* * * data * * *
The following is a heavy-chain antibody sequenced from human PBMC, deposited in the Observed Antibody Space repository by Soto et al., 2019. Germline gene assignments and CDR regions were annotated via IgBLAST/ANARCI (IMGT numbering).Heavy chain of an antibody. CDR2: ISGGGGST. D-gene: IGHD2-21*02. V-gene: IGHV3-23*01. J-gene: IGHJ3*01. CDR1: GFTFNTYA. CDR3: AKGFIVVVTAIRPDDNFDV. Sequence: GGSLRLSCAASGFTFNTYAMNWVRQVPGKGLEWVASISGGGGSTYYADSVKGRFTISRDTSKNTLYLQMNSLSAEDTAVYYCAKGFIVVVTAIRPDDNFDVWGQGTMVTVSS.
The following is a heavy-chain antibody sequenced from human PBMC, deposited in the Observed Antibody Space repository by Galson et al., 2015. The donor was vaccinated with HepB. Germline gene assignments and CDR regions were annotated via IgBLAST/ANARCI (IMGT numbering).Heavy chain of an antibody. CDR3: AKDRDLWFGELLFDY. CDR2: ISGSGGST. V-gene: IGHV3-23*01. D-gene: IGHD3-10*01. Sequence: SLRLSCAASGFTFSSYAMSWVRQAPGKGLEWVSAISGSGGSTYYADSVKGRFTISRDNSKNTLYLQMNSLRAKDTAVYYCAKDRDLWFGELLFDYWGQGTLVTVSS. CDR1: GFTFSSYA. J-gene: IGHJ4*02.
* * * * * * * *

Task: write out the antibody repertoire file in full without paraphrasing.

The following is a heavy-chain antibody sequenced from human PBMC, deposited in the Observed Antibody Space repository by Soto et al., 2019. Germline gene assignments and CDR regions were annotated via IgBLAST/ANARCI (IMGT numbering).Heavy chain of an antibody. CDR2: ISGGGGST. D-gene: IGHD2-21*02. V-gene: IGHV3-23*01. J-gene: IGHJ3*01. CDR1: GFTFNTYA. CDR3: AKGFIVVVTAIRPDDNFDV. Sequence: GGSLRLSCAASGFTFNTYAMNWVRQVPGKGLEWVASISGGGGSTYYADSVKGRFTISRDTSKNTLYLQMNSLSAEDTAVYYCAKGFIVVVTAIRPDDNFDVWGQGTMVTVSS.
The following is a heavy-chain antibody sequenced from human PBMC, deposited in the Observed Antibody Space repository by Galson et al., 2015. The donor was vaccinated with HepB. Germline gene assignments and CDR regions were annotated via IgBLAST/ANARCI (IMGT numbering).Heavy chain of an antibody. CDR3: AKDRDLWFGELLFDY. CDR2: ISGSGGST. V-gene: IGHV3-23*01. D-gene: IGHD3-10*01. Sequence: SLRLSCAASGFTFSSYAMSWVRQAPGKGLEWVSAISGSGGSTYYADSVKGRFTISRDNSKNTLYLQMNSLRAKDTAVYYCAKDRDLWFGELLFDYWGQGTLVTVSS. CDR1: GFTFSSYA. J-gene: IGHJ4*02.